Creating memorable, difficult to guess passwords

Many issues can come from forgetting passwords. It takes time you weren't planning on, to recover and sometimes losing information or files in the process. While it is difficult to suggest to anyone something that would be memorable, because each individual perceives this topic with varied importance and creativity, here are some suggestions that will improve both with retention and difficulty for others to guess (even machines).

First, what are the most common requirements of a password:

  • Minimum of 8 characters
  • Alphanumeric (numbers and letters)
  • Symbols (?,;:"'-_÷=!+) [This greatly depends on the site/software, but you'll notice some commonly accepted throughout all of them]

Knowing this, we can begin formulating our password.

Everyone has a default password they go to in order to create an account. Something you personalize and rarely ever want to change. Most accounts (online or local) recognize the difficulty for people to remember different passwords, so limit the requirements of changing them. In order to maintain a safe account (one that is difficult to break into) and keep those requirements as they are, you should be using a 15+ character passwords. How is this possible? How can anyone expect me to remember passwords that long? It's not nearly as difficult as you think.

Considering your default password, count how many letters are in it. Do you capitalize it any particular way? This is going to be your base. Yep, I said it... the base of your password. Why can't a password be a compound construction that is unique to you and easily remembered?

I'll use my forum handle as an example (in no way are any of my passwords based with this...I use it to often publicly to do so. It also defies some password requirements because it starts with numbers instead of letters. The first character is usually required to be a letter).
So, 337harvey is my example default password. Capitalization at the normal place (the H of harvey) would help make it a little stronger. Already at nine characters. Not a bad base. Does 15 characters seem unobtainable?

Now we're going to add something personal to me... let's go with my birth year (you can actually add 4 more characters with the day and month, but I'm not giving out my birthday). Now I have a password that is thirteen characters and comprised of:


Using a birthday is not bad practice. Using it alone is. It doesn't have to be your birthday, it can be your anniversary, kids birthday, your mentors, anyone that you are close to and can remember without any thought. It also doesn't have to be a date, any number that is important to you. Zipcode, last four of your social, last four of your phone number... anything. It's not like you're sharing this with anyone. Just don't use it by itself... it's a part of a bigger picture.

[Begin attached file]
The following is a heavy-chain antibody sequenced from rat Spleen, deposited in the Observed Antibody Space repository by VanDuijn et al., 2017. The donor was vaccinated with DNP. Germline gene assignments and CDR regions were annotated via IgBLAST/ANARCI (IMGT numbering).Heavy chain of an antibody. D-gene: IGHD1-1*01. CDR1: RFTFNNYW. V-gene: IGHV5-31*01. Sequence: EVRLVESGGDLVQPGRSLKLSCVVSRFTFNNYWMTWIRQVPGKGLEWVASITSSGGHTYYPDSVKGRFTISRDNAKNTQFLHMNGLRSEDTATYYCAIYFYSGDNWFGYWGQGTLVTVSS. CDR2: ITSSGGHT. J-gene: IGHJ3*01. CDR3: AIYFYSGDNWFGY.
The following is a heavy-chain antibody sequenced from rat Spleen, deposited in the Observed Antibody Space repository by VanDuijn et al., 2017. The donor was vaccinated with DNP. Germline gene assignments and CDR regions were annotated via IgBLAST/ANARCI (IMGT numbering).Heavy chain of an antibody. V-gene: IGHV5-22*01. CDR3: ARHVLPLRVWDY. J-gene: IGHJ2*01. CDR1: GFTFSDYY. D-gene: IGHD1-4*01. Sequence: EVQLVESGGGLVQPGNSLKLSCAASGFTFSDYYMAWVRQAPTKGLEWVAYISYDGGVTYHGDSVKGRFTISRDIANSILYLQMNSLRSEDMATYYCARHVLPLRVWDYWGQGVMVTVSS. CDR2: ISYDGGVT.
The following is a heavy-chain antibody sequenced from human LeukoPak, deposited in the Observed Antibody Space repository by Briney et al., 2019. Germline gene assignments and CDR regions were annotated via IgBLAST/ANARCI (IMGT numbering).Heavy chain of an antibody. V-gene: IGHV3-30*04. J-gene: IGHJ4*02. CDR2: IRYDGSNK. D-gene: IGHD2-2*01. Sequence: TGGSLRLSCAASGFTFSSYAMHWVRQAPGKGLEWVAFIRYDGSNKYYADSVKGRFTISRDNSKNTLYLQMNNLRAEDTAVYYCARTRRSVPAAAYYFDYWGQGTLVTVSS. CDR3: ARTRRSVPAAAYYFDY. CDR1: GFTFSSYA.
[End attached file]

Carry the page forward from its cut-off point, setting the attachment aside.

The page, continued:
What else can you add? I could go into my hobbies:

  • Drawing
  • Coding
  • Gaming

This is not an all inclusive list, but gives me something to work with. I'll go with gaming. I only need one character to meet the 15 minimal I recommend, but so what if we go over. I'll go with my favorite gaming console:


I could remember this easily. It's very personal and memorable to me. That's the point. But I'm not done. Why not, because in the near future this won't be long enough...I also said this is the base to build on. I'm going to add art to it as well. But this doesn't meet most of the requirements of passwords.


The last thing needed is a symbol. I use this as the separator. You'll understand in a minute. I'll use the semicolon.


The symbol doesn't have to be your separator. It can be a letter or number... but you'll want some separation from your base and the account you are creating. Huh? Keep going, it'll make sense.

Now my base is ready. I'm going to use this in every account password. What do I mean by this? I mean, if you are signing up for Google you would use:


Yep. Each password has the company / software / site name that you are signing up to. You don't have to forget the base and the last part after the separator is the service you are creating the account for. Another example:


What account is this? If you guessed Facebook, you're right.

Difficult to guess, easy to remember passwords are not hard to come up with, it only takes a little effort on your part. Yes, now you have to change all of your account passwords once again... but then you will never need that recover password button ever again. You won't get locked out of your computer, bank account, mail, streaming service( how many of these do you have that this will help organize and remember?). Between this and the browser's password managers... you'll never enter it and you'll remember.

This is not a definitive how to. Change it up, put the service first, in the middle... make it yours. This guide is to help you create something that is secure and memorable. This guide is to trigger your creative process. Make it yours and don't share your base with anyone!